For cross border businesses operating in Malawi, the tumbling kwacha has been a burden as they are grappling with higher costs and weaker consumer demand.
The currency volatility has left the traders— including motor car dealers, household items traders and general items traders—struggling to remain afloat.
According to Cross Border Traders Association of Malawi, the negative effects of the depreciation of the Kwacha are that they have not made any notable profits in recent months when compared to late last year and earlier this year.
The association’s president Esther Tchukambiri said in an interview on Sunday the market is now distorted and planning is proving to be difficult for cross border traders
She said: “The depreciation and the non-availability of foreign exchange on the market from time to time is making our business difficult because we are failing to make losses if not breaking even in rare circumstances.
“We cannot even plan for our business because the next day we find out that things have changed which is bad for any business.”
The kwacha has relatively remained stable for the past three years trading at K740 to a dollar though it experienced some volatility in mid 2019.
In the second half of 2019 the kwacha went back stability until July this year when it depreciated by 0.2 percent since the beginning of the Covid-19 pandemic.
Since July, the kwacha has been swimming in turbulent times and it the peak of the crisis in August it traded at K860 to a dollar.
The local unit as remained volatile till now with latest figures from the central bank showing it is trading at around K778 to a dollar.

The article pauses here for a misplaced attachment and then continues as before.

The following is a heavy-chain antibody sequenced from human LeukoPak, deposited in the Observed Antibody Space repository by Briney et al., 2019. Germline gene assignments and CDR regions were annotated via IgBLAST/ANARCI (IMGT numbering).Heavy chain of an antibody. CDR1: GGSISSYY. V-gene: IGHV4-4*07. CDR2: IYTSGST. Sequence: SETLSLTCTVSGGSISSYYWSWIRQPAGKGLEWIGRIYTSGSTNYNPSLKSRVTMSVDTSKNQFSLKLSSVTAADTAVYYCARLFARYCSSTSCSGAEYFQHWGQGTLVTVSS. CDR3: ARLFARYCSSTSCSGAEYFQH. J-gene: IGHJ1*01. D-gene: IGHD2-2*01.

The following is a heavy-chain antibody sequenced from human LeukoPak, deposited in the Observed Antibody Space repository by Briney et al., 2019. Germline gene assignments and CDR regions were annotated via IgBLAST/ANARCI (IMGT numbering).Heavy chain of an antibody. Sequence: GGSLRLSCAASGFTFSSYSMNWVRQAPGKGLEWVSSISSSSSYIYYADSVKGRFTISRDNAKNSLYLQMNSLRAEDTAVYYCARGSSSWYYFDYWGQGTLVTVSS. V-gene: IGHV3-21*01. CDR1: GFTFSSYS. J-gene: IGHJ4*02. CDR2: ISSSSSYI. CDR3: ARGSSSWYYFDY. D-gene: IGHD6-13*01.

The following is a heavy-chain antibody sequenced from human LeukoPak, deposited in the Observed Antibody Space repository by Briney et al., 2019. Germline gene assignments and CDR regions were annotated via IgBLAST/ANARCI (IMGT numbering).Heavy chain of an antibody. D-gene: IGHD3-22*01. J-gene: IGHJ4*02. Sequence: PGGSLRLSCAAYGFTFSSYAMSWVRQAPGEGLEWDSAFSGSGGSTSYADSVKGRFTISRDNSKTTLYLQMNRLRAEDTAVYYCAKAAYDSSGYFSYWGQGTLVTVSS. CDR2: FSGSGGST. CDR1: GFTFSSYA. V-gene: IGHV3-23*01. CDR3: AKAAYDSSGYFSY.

In a separate interview, Blantyre based motor car dealer Brian Kayuni indicated sales of vehicles and spare parts have significantly declined in recent times because of the depreciation of the kwacha.
“Comparing vehicle sales at the same time last year I lost a lot of money in millions because I have opted to stop bringing cars in to the country now.
“What is happening is that if we tell a customer price of car say K7 million at the time of order by the time they are coming they find the price has gone up to K9 million. They feel ripped off and the end result is we have to bear that cost,” he said.
Similarly, a trader in household items, men’s clothing and fashion accessories Brenda Nampeya said she is registering a lot of losses in her business in view of the kwacha instability.
“We are only hoping for a stable kwacha because what is currently happening now will definitely push us out of business. We are selling goods at a loss just to maintain our customers but the reality is we can go on this way,” she explained.
Meanwhile the RBM has indicated that it will not maintain a fixed exchange rate regime but will allow flexibility in the movement of the local currency going forward saying will not allow the local until to be fixed against other international convertibles.
RBM governor Wilson Banda told Business News last month that the central bank is mindful of the fact that a runaway exchange rate is not ideal for the economy as it brings harmful effects and is monitoring what is happening with the exchange rate in the region.